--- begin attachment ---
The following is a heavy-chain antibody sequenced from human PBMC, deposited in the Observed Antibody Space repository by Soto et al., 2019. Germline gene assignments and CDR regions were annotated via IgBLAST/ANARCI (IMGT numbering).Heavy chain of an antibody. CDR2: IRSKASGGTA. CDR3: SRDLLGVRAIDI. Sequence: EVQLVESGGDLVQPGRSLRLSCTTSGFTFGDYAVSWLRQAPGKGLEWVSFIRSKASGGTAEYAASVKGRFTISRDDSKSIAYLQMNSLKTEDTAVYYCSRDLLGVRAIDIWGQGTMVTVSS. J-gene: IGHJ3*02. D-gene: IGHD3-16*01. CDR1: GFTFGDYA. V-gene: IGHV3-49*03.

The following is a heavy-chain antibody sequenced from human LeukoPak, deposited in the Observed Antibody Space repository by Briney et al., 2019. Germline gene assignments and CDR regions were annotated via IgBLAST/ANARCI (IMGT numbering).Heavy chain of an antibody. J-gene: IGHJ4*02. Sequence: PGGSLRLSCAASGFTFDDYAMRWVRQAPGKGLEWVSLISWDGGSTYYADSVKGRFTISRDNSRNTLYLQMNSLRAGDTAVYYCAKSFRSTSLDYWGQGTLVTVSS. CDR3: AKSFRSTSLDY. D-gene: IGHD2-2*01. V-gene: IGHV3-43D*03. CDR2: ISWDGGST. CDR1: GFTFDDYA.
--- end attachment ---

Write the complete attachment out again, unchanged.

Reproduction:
The following is a heavy-chain antibody sequenced from human PBMC, deposited in the Observed Antibody Space repository by Soto et al., 2019. Germline gene assignments and CDR regions were annotated via IgBLAST/ANARCI (IMGT numbering).Heavy chain of an antibody. CDR2: IRSKASGGTA. CDR3: SRDLLGVRAIDI. Sequence: EVQLVESGGDLVQPGRSLRLSCTTSGFTFGDYAVSWLRQAPGKGLEWVSFIRSKASGGTAEYAASVKGRFTISRDDSKSIAYLQMNSLKTEDTAVYYCSRDLLGVRAIDIWGQGTMVTVSS. J-gene: IGHJ3*02. D-gene: IGHD3-16*01. CDR1: GFTFGDYA. V-gene: IGHV3-49*03.

The following is a heavy-chain antibody sequenced from human LeukoPak, deposited in the Observed Antibody Space repository by Briney et al., 2019. Germline gene assignments and CDR regions were annotated via IgBLAST/ANARCI (IMGT numbering).Heavy chain of an antibody. J-gene: IGHJ4*02. Sequence: PGGSLRLSCAASGFTFDDYAMRWVRQAPGKGLEWVSLISWDGGSTYYADSVKGRFTISRDNSRNTLYLQMNSLRAGDTAVYYCAKSFRSTSLDYWGQGTLVTVSS. CDR3: AKSFRSTSLDY. D-gene: IGHD2-2*01. V-gene: IGHV3-43D*03. CDR2: ISWDGGST. CDR1: GFTFDDYA.